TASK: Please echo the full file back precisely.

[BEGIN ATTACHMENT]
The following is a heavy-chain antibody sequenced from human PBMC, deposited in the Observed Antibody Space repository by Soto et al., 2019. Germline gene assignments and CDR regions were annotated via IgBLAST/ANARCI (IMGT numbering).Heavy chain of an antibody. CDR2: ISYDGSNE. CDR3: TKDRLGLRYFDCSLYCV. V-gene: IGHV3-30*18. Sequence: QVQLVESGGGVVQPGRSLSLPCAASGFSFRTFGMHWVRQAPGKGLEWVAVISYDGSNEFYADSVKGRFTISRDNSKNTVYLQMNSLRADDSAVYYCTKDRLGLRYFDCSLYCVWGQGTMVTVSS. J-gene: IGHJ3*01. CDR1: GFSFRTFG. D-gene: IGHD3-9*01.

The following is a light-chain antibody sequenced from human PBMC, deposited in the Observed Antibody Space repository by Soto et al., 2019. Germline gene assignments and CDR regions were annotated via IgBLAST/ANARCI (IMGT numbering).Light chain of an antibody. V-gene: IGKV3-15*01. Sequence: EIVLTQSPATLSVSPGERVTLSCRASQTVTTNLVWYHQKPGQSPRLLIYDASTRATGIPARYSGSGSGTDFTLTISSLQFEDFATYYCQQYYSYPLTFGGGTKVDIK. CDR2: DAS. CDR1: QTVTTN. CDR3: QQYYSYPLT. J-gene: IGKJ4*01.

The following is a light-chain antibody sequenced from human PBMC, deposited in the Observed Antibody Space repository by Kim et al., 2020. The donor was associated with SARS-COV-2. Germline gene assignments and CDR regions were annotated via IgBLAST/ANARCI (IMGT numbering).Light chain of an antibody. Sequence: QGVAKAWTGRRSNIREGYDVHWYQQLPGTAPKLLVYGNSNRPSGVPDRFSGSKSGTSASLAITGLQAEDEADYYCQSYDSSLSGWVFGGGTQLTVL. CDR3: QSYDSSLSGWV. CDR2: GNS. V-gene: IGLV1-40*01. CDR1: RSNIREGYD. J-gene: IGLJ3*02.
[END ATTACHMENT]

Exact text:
The following is a heavy-chain antibody sequenced from human PBMC, deposited in the Observed Antibody Space repository by Soto et al., 2019. Germline gene assignments and CDR regions were annotated via IgBLAST/ANARCI (IMGT numbering).Heavy chain of an antibody. CDR2: ISYDGSNE. CDR3: TKDRLGLRYFDCSLYCV. V-gene: IGHV3-30*18. Sequence: QVQLVESGGGVVQPGRSLSLPCAASGFSFRTFGMHWVRQAPGKGLEWVAVISYDGSNEFYADSVKGRFTISRDNSKNTVYLQMNSLRADDSAVYYCTKDRLGLRYFDCSLYCVWGQGTMVTVSS. J-gene: IGHJ3*01. CDR1: GFSFRTFG. D-gene: IGHD3-9*01.

The following is a light-chain antibody sequenced from human PBMC, deposited in the Observed Antibody Space repository by Soto et al., 2019. Germline gene assignments and CDR regions were annotated via IgBLAST/ANARCI (IMGT numbering).Light chain of an antibody. V-gene: IGKV3-15*01. Sequence: EIVLTQSPATLSVSPGERVTLSCRASQTVTTNLVWYHQKPGQSPRLLIYDASTRATGIPARYSGSGSGTDFTLTISSLQFEDFATYYCQQYYSYPLTFGGGTKVDIK. CDR2: DAS. CDR1: QTVTTN. CDR3: QQYYSYPLT. J-gene: IGKJ4*01.

The following is a light-chain antibody sequenced from human PBMC, deposited in the Observed Antibody Space repository by Kim et al., 2020. The donor was associated with SARS-COV-2. Germline gene assignments and CDR regions were annotated via IgBLAST/ANARCI (IMGT numbering).Light chain of an antibody. Sequence: QGVAKAWTGRRSNIREGYDVHWYQQLPGTAPKLLVYGNSNRPSGVPDRFSGSKSGTSASLAITGLQAEDEADYYCQSYDSSLSGWVFGGGTQLTVL. CDR3: QSYDSSLSGWV. CDR2: GNS. V-gene: IGLV1-40*01. CDR1: RSNIREGYD. J-gene: IGLJ3*02.